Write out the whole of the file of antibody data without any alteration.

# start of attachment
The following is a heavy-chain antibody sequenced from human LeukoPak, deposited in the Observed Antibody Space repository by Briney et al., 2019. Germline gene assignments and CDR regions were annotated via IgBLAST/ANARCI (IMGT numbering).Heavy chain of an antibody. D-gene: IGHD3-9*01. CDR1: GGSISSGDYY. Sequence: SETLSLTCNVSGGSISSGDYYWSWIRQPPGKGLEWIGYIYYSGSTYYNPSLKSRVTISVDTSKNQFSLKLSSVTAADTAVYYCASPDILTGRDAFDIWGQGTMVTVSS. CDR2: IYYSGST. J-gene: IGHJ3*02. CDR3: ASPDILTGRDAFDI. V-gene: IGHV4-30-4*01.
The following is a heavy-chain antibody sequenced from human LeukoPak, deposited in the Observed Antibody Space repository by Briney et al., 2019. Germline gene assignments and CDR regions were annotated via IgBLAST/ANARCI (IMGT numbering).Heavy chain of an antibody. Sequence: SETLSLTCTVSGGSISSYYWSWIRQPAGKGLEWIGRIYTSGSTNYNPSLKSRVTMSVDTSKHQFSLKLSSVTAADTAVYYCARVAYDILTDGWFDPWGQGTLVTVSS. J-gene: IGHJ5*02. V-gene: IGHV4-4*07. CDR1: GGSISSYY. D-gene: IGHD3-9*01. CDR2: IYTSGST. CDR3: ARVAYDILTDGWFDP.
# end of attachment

The following is a heavy-chain antibody sequenced from human LeukoPak, deposited in the Observed Antibody Space repository by Briney et al., 2019. Germline gene assignments and CDR regions were annotated via IgBLAST/ANARCI (IMGT numbering).Heavy chain of an antibody. D-gene: IGHD3-9*01. CDR1: GGSISSGDYY. Sequence: SETLSLTCNVSGGSISSGDYYWSWIRQPPGKGLEWIGYIYYSGSTYYNPSLKSRVTISVDTSKNQFSLKLSSVTAADTAVYYCASPDILTGRDAFDIWGQGTMVTVSS. CDR2: IYYSGST. J-gene: IGHJ3*02. CDR3: ASPDILTGRDAFDI. V-gene: IGHV4-30-4*01.
The following is a heavy-chain antibody sequenced from human LeukoPak, deposited in the Observed Antibody Space repository by Briney et al., 2019. Germline gene assignments and CDR regions were annotated via IgBLAST/ANARCI (IMGT numbering).Heavy chain of an antibody. Sequence: SETLSLTCTVSGGSISSYYWSWIRQPAGKGLEWIGRIYTSGSTNYNPSLKSRVTMSVDTSKHQFSLKLSSVTAADTAVYYCARVAYDILTDGWFDPWGQGTLVTVSS. J-gene: IGHJ5*02. V-gene: IGHV4-4*07. CDR1: GGSISSYY. D-gene: IGHD3-9*01. CDR2: IYTSGST. CDR3: ARVAYDILTDGWFDP.